Expectations towards participation in easily accessible pain management interventions: a qualitative study
Journal article, Peer reviewed
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Original versionBMC Health Services Research. 2017, 17 . 10.1186/s12913-017-2668-3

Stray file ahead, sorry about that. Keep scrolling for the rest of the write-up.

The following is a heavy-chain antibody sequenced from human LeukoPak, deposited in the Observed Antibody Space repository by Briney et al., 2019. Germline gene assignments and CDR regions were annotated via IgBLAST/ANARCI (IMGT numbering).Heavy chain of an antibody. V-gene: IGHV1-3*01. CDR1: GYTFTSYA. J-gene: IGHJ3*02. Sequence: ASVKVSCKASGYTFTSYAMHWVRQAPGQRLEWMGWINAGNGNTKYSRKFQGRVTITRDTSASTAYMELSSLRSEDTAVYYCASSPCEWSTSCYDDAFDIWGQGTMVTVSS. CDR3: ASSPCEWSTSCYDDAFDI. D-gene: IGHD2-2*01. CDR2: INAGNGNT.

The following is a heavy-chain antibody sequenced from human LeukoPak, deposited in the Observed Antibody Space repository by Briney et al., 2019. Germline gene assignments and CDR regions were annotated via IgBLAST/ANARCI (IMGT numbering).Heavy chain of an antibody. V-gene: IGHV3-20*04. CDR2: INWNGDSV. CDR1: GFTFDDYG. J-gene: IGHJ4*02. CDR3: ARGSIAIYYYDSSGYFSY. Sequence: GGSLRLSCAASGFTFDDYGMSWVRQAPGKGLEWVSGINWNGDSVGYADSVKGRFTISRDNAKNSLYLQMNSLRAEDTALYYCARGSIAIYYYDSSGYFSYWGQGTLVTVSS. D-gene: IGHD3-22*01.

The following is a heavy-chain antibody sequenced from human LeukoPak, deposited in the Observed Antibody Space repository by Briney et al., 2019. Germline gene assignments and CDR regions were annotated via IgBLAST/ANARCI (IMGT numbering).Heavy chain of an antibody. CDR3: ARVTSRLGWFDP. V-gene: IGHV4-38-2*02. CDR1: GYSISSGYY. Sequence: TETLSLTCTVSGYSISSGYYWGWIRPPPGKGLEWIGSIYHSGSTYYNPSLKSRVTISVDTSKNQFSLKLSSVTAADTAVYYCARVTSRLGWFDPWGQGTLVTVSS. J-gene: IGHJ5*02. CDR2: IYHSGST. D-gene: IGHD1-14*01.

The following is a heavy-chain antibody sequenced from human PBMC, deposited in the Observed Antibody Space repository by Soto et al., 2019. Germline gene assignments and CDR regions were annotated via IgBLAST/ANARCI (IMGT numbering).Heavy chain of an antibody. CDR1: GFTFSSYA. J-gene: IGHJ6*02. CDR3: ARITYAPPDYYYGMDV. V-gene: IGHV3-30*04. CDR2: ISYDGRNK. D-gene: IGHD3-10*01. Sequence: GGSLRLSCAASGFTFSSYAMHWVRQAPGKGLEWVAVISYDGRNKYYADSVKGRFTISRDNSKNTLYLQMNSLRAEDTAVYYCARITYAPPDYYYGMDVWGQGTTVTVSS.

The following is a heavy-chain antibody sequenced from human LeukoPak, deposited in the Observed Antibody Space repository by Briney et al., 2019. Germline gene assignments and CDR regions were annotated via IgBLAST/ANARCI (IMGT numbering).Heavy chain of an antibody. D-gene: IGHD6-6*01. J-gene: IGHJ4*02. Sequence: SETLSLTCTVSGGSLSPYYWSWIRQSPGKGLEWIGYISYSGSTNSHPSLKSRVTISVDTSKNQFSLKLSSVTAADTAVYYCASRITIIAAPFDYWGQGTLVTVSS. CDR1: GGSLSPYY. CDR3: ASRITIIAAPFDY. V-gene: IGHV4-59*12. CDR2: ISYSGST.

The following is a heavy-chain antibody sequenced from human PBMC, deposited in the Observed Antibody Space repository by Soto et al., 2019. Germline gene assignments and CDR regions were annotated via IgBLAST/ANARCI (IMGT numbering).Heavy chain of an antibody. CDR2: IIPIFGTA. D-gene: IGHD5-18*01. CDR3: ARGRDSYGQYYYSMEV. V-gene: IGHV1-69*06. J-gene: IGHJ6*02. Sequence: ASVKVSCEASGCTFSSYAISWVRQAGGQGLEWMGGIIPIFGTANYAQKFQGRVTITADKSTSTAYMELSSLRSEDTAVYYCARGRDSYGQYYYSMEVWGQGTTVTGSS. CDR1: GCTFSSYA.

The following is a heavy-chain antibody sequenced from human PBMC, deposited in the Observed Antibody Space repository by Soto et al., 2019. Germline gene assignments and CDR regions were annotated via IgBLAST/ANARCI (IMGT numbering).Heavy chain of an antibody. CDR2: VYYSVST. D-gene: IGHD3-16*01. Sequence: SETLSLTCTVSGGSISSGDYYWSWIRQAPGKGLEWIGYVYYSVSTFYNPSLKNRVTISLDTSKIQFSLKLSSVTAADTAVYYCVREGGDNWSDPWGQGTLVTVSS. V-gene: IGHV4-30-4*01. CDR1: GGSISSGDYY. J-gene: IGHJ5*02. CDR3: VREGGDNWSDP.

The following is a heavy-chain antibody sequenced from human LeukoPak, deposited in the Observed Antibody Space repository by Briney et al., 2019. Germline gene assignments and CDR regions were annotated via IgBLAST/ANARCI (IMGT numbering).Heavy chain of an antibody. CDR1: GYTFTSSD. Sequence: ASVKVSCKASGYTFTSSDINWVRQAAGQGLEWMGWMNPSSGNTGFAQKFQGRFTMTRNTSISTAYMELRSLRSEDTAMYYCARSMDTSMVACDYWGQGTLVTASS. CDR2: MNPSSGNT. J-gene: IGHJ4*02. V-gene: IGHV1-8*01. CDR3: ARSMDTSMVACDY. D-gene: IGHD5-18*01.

Background People with chronic pain use a range of healthcare services, but they also report a high degree of dissatisfaction with treatments. One reason for dissatisfaction might be participants’ expectations towards treatments. The aim of this study was to explore expectations of people with chronic pain towards participation in easily accessible pain management interventions delivered in public primary care. Methods A qualitative study using semi-structured individual face-to-face interviews with 21 informants. The informants were recruited among participants enrolled in a randomised controlled trial on the effect of an easily accessible self-management course for people with chronic pain. The data were analysed thematically using Systematic Text Condensation. Results Having experienced pain for a long time, there was no specific expectation of a cure or a significant alleviation of the pain. The informants’ expectations mainly concerned a hope that participation could lead to a better everyday life. The informants said that hope was important as it motivated them to keep going and continue self-care activities. The hope acted as a driving force towards trying new interventions and maintaining motivation to do activities they experienced as beneficial. Both concrete aspects of the current intervention and an understanding of what interventions in general could offer contributed to the informants hope. The expectations centred about the interventions being something new, as they had not previously tried this service, an opportunity to gain and reinforce skills, to help them continue to grow as a person, to meet others in similar situations, and to access professional support in an easy manner. Participating in interventions provided by healthcare services was seen by some as an act of self-care, where they did something active to manage their health. Conclusions Expectations towards the interventions were related to a hope for participation leading to a better everyday life. The role of hope for peoples’ motivation to self-care implies that service providers should be aware of and help to maintain hope for a better everyday life. The importance of social support as part of self-care should be acknowledged when developing interventions targeting chronic pain.